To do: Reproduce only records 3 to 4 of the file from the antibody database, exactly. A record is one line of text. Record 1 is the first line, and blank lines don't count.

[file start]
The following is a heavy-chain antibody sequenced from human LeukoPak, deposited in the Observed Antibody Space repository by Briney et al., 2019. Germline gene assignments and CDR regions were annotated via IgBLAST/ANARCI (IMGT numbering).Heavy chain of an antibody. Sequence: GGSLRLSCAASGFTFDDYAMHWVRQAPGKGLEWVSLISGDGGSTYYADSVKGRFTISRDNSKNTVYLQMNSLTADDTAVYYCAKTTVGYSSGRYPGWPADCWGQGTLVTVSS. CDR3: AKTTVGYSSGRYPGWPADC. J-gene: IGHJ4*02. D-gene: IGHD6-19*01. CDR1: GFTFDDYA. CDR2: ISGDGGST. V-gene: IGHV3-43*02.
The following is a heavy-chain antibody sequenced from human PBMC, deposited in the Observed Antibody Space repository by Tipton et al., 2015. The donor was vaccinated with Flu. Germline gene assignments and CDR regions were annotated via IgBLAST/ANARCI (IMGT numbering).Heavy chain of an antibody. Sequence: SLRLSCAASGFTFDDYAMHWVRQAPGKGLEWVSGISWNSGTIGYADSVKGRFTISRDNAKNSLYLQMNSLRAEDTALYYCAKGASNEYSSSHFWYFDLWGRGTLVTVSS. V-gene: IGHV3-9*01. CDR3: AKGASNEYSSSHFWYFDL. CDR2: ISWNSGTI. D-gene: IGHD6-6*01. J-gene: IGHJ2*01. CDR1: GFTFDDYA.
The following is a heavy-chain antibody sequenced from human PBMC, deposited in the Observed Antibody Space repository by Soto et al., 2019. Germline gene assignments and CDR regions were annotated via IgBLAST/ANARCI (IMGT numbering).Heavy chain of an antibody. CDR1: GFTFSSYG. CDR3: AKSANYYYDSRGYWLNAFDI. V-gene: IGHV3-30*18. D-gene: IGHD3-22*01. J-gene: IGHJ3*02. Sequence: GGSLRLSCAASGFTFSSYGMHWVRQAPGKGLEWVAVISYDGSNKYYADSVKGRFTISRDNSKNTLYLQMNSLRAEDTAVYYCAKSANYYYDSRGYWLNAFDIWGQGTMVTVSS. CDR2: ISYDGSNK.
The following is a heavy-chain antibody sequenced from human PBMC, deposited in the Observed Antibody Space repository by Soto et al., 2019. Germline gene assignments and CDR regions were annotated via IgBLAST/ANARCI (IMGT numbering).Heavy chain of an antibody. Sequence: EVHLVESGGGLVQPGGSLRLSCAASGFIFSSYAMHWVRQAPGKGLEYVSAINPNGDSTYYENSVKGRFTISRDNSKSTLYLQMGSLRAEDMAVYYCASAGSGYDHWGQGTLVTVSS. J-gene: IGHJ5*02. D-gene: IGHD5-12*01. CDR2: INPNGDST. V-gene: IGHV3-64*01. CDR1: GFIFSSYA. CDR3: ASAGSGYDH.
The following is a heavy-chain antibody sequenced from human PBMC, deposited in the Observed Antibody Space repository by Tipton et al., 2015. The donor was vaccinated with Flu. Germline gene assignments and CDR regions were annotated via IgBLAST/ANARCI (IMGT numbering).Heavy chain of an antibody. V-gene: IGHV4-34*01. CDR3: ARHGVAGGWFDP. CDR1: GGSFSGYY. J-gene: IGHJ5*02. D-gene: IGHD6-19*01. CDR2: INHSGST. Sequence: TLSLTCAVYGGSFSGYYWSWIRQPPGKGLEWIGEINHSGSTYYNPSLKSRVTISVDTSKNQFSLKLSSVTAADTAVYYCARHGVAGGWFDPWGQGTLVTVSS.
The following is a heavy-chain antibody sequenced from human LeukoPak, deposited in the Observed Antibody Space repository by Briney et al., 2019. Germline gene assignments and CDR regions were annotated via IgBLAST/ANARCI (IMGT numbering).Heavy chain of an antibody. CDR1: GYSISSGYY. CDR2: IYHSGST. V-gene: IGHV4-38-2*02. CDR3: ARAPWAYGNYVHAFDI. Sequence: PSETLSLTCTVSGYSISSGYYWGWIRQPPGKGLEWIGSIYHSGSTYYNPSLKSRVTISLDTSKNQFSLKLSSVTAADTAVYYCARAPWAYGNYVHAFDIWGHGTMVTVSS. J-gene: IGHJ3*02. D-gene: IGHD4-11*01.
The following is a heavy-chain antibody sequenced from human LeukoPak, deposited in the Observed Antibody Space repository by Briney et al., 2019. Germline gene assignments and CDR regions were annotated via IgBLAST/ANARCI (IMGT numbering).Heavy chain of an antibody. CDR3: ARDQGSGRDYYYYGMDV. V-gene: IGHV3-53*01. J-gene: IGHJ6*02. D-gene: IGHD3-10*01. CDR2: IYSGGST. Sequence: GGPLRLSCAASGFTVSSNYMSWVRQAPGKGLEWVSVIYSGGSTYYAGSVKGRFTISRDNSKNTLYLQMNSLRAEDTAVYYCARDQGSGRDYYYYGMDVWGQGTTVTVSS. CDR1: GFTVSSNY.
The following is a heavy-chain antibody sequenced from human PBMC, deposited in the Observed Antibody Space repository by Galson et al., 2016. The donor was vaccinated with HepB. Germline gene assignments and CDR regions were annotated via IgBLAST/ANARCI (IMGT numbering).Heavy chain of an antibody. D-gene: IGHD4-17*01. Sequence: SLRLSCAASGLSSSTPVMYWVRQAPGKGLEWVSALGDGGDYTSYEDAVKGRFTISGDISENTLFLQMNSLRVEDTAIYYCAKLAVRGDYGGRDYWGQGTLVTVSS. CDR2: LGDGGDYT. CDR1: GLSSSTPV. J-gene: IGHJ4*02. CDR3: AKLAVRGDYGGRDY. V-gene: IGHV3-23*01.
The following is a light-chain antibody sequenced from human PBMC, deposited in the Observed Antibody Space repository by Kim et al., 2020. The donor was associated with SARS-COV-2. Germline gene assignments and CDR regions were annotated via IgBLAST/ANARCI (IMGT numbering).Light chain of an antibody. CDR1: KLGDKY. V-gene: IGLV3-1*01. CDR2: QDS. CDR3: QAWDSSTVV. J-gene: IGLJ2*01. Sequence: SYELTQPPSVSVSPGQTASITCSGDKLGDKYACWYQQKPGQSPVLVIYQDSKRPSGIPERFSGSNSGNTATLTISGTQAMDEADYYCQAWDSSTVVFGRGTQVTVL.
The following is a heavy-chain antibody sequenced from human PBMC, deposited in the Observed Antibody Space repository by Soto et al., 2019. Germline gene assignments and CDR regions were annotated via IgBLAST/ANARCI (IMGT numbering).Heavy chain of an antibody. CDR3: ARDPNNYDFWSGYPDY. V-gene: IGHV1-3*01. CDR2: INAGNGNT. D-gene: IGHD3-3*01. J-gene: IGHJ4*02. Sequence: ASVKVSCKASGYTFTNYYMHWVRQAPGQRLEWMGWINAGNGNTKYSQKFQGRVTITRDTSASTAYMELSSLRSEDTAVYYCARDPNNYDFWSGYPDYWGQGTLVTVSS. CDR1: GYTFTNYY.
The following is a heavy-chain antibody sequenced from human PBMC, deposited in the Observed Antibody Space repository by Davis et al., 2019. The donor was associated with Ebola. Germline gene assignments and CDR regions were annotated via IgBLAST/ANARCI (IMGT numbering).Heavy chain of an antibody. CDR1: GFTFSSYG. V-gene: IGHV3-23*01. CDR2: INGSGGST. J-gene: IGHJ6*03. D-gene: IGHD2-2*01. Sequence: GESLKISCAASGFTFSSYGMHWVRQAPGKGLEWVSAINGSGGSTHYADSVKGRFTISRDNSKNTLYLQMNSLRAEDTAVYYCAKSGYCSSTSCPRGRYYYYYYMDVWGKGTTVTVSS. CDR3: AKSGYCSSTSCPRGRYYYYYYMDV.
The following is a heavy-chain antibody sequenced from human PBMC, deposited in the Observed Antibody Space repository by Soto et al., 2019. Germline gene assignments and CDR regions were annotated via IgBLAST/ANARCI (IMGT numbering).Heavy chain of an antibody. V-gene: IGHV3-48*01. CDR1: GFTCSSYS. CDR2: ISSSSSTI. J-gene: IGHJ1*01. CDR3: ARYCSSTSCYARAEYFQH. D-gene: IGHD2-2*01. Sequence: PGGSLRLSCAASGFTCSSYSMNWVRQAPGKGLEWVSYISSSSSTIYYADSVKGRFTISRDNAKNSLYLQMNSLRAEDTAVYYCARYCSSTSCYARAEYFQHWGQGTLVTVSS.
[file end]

The following is a heavy-chain antibody sequenced from human PBMC, deposited in the Observed Antibody Space repository by Soto et al., 2019. Germline gene assignments and CDR regions were annotated via IgBLAST/ANARCI (IMGT numbering).Heavy chain of an antibody. CDR1: GFTFSSYG. CDR3: AKSANYYYDSRGYWLNAFDI. V-gene: IGHV3-30*18. D-gene: IGHD3-22*01. J-gene: IGHJ3*02. Sequence: GGSLRLSCAASGFTFSSYGMHWVRQAPGKGLEWVAVISYDGSNKYYADSVKGRFTISRDNSKNTLYLQMNSLRAEDTAVYYCAKSANYYYDSRGYWLNAFDIWGQGTMVTVSS. CDR2: ISYDGSNK.
The following is a heavy-chain antibody sequenced from human PBMC, deposited in the Observed Antibody Space repository by Soto et al., 2019. Germline gene assignments and CDR regions were annotated via IgBLAST/ANARCI (IMGT numbering).Heavy chain of an antibody. Sequence: EVHLVESGGGLVQPGGSLRLSCAASGFIFSSYAMHWVRQAPGKGLEYVSAINPNGDSTYYENSVKGRFTISRDNSKSTLYLQMGSLRAEDMAVYYCASAGSGYDHWGQGTLVTVSS. J-gene: IGHJ5*02. D-gene: IGHD5-12*01. CDR2: INPNGDST. V-gene: IGHV3-64*01. CDR1: GFIFSSYA. CDR3: ASAGSGYDH.